Welcome to my Blog!

Greetings and welcome to my page. My name is Rebbecca, I am a mom of two and a preschool teacher in southwestern Virginia. I have had the blessing of working in a Reggio Emilia inspired center for nearly 10 years, with the Greenies (my students) for 7 of the last 10 years. Our emergent curriculum and play based learning approach has changed the way I think about working with children. I am looking forward to sharing my inspirations, reflections and stories with you. So glad you're here!

“If you are a dreamer,come in. If you are a dreamer, a wisher, a liar, a hoper, a prayer, a magic-bean-buyer. If you're a pretender, come sit by my fire, for we have some flax-golden tales to spin. Come in! Come in!” Shel Silverstein

Friday, August 19, 2011

The 101's of Positive Discipline

Welcome to day three of the new school year! It's been a very exciting beginning, welcoming new friends and working with a new co-teacher. One of the first things I introduce to a new teacher are the 101's. This list, developed by Dr. Katherine Kersey, is a wonderful resource of many different and effective ways to tackle those day to day classroom issues (or even at home!) In my classroom we have the complete 101 principles cut up and in a jar. We pull out a strip each day and try to incorporate that principle into our teaching. We've gotten so good that we call each other out, "Hey, that was the Frog Suit Principal, nice one!" Here is a list from their website of the top 10:

The Top Ten 101’s

  1. Demonstrate Respect Principle – Treat the child the same way you do other important people in your life - the way you want him to treat you - and others. "How would I want her to say that to me?"

  2. Modeling - Model the behavior you want.  Show the child, by example, how to behave.  A child is always watching and will grow up to be like you - whether you want him to or not.

  3. Make a Big Deal principle – Make a big deal over responsible, considerate, appropriate behavior - with attention (your eyeballs), thanks, praise, thumbs-up, recognition, hugs, special privileges, incentives (NOT food).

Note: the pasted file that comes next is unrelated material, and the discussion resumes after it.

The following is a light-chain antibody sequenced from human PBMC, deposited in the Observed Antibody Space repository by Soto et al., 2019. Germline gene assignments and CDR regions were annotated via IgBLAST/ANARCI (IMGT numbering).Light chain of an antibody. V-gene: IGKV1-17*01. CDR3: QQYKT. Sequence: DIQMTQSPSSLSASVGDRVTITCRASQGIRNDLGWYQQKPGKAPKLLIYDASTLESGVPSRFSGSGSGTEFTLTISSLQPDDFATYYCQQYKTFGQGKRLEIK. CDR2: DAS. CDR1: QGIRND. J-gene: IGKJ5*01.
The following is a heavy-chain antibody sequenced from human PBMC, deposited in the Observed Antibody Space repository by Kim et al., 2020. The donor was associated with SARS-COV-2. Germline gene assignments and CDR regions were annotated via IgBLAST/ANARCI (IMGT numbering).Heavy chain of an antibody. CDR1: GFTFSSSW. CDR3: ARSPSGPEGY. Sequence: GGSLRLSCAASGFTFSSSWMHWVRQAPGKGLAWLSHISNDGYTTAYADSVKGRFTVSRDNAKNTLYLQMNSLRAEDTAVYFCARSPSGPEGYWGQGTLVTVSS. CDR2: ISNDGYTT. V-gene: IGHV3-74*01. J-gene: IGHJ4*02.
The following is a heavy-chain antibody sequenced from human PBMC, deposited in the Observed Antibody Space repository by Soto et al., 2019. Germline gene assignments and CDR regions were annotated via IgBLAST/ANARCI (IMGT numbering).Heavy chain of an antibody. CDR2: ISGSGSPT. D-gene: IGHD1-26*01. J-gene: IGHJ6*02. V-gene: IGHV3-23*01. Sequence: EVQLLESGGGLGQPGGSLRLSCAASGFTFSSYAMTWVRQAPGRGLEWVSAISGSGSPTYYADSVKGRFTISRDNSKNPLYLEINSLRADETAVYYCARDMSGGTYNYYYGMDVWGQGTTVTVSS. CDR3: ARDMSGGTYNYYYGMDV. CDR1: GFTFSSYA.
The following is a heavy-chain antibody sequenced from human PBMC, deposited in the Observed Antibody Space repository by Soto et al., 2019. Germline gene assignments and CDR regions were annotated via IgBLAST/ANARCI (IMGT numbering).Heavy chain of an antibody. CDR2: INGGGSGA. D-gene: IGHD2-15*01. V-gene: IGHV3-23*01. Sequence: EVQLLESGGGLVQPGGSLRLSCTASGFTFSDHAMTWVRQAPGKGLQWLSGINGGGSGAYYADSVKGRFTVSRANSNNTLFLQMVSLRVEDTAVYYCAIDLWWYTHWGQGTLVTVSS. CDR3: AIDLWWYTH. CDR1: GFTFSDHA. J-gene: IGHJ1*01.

4. Incompatible Alternative Principle – Give the child something to do that is incompatible with the inappropriate behavior. "Help me pick out 6 oranges" (instead of running around the grocery store).

  5. Choice Principle – Give the child two choices, both of which are positive and acceptable to you. "Would you rather tiptoe or hop upstairs to bed? You choose or I'll choose.” "We need to clear off our desks.  Do you need one minute or two?" - Then set the timer.  This can also be used with spouses. " The garage needs to be cleaned out. Would you rather do it tonight or Saturday?”

  6. When/Then Abuse it/Lose it Principle –  Positive discipline involves team work and cooperation.  When the child chooses to behave in the way you have requested, then he will be given the privilege he wants.  However, if he chooses not to comply, the privilege is lost.  For example, "When you have finished your homework, then you may watch TV. No homework, no TV."

  7. Connect Before You Correct Principle – Be sure to "connect" with a child - get to know him and show him that you care about him - before you begin to try to correct his behavior. This works well with parents too. Share positive thoughts with them about their child before you attack the problems!

  8. Validation Principle – Validate his wants and feelings by acknowledging them. "I know you feel angry with your teacher and want to stay home from school. I don't blame you. The bus will be here in 45 minutes."

  9. Good Head on Your Shoulders Principle – Tell your child, especially as he reaches the teen years, "You have a good head on your shoulders. You decide. I trust your judgment." This brings out the best in the child and shows him that eventually he will be in charge of his own life and responsible for his own decisions.

  10. Belonging and Significance Principle – Remember that everyone needs to feel that he belongs and is significant. Help your child to feel important by giving him important jobs to do and reminding him that if he doesn't do them, they don't get done! Help him feel important by being responsible. 

My personal favorite? #6- The When/Then/Lose It Principle. Using when you/then you is part of my vocabulary and is extremely effective! I like it because it is respectful and clear cut. Every action will result in a consequence, good or bad. When you/then you gives the kids a chance to see the bigger picture and make the appropriate choice.

The 101's are magical! Make your own "101 du jour" and watch your classroom transform from crazy to cool.


1 comment:

  1. The when/then is awesome and has worked so well with my current Greenie!